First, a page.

âWe never met regularly, never really,â said Benjamin R. Meron ’23, member of the Harvard Undergraduate Drummers, or THUD. He said he was drawn to the group for their creative style which uses unconventional percussion – and sometimes acting – in their comedy shows.
“I saw this band at Visitas, and I was like, ‘This show is the most amazing thing I have ever seen in my life,” “he said.
Practically, however, being part of the group was less satisfying.
“Maybe we had a few social gatherings with some of the members who just wanted us to get together on Zoom and play games, but we had no sense of rehearsals – the club just didn’t exist,” Meron said.
Hoyang said the virtual year had a greater negative impact in a cappella than in dance due to a cappella’s addiction to feeling the energy of other singers.
âIn general, dancing doesn’t have to be done with other people – it can be a very solo endeavor,â she said.
âWe learned to work with space virtually and digitally, and in a flattened 2D space rather than the 3D that we were used to,â Hoyang added. “But the same cannot be said of a cappella because as a format it depends on whether everyone is working together at the same time.”
Drama has also been affected, according to Mira S. Alpers ’24, director of the musical First-Year last year and director of this year’s contemporary play “This is Our Youth.”
Alpers, a senior editor at Crimson Arts, said her directorial interests – the interpersonal dynamics and the way people connect with each other – weren’t as successful with virtual theater because of the lag and pre-recorded material.
âVirtual theater is strange,â she said. âI think some people in the midst of the pandemic, who were trying to look on the positive side, were like, ‘Oh, I hope this is an enduring art form. “And I don’t hope that – I don’t think it has to be.”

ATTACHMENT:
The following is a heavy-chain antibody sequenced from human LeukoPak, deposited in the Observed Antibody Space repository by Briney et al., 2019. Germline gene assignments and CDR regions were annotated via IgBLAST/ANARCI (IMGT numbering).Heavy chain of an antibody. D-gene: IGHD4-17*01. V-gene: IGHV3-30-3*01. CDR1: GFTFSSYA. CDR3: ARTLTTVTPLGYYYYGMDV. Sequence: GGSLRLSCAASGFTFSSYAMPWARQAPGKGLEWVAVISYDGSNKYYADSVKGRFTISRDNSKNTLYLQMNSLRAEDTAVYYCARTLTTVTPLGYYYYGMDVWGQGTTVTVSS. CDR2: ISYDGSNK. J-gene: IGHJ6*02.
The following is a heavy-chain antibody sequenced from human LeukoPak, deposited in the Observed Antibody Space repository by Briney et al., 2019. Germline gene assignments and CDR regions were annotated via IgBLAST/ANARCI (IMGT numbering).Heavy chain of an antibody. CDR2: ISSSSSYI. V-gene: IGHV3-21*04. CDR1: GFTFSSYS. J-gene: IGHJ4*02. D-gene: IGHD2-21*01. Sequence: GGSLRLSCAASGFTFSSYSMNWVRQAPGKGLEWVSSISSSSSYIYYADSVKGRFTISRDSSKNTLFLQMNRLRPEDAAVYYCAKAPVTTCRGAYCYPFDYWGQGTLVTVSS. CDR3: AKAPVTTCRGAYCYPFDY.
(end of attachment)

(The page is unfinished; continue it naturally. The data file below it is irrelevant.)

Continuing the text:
“A kind of comfort”
Despite varying experiences during the pandemic, all eight artists interviewed for this article said they appreciated the return to normalcy.
Mira S. Becker ’24 choreographed a dance for the Harvard Radcliffe Modern Dance Company this semester, after a year on Zoom in which she said there was “no way” she could have done it.
âCreating a final product was really rewarding, especially after spending so long on Zoom,â she said. âJust having him play in front of me was very exciting. “
Yu, also a dancer, said the in-person rehearsals were an enhanced learning experience.
âIt’s always nice to physically see how the formations change when you’re on stage, how the lighting works, which I had never done before because you just edited videos,â she said. .
Meron said one of his favorite parts of this semester is meeting new faces, especially with many more members coming in this fall.
Its first year, THUD took on six new members, but this year they took on 11 due to lack of auditions last year.
Back on campus, some artists, like Wang, are planning to continue or have already held leadership positions in their groups. Yu is the artistic director of AADT and Hoyang is the new president of the Veritones.
Harriott, who is an elderly person, said that even though she cannot give “100%” of her time to Kuumba, she always finds herself coming back for “solace”.
âYou go to Kuumba because it gives you something of a kind of comfort that doing these other things won’t bring you,â she said of the rehearsals in person.
âI would rather that – come back with just a breath of fresh air, and be loved, and create in that space,â she added.
âEditor Felicia He can be contacted at [email protected]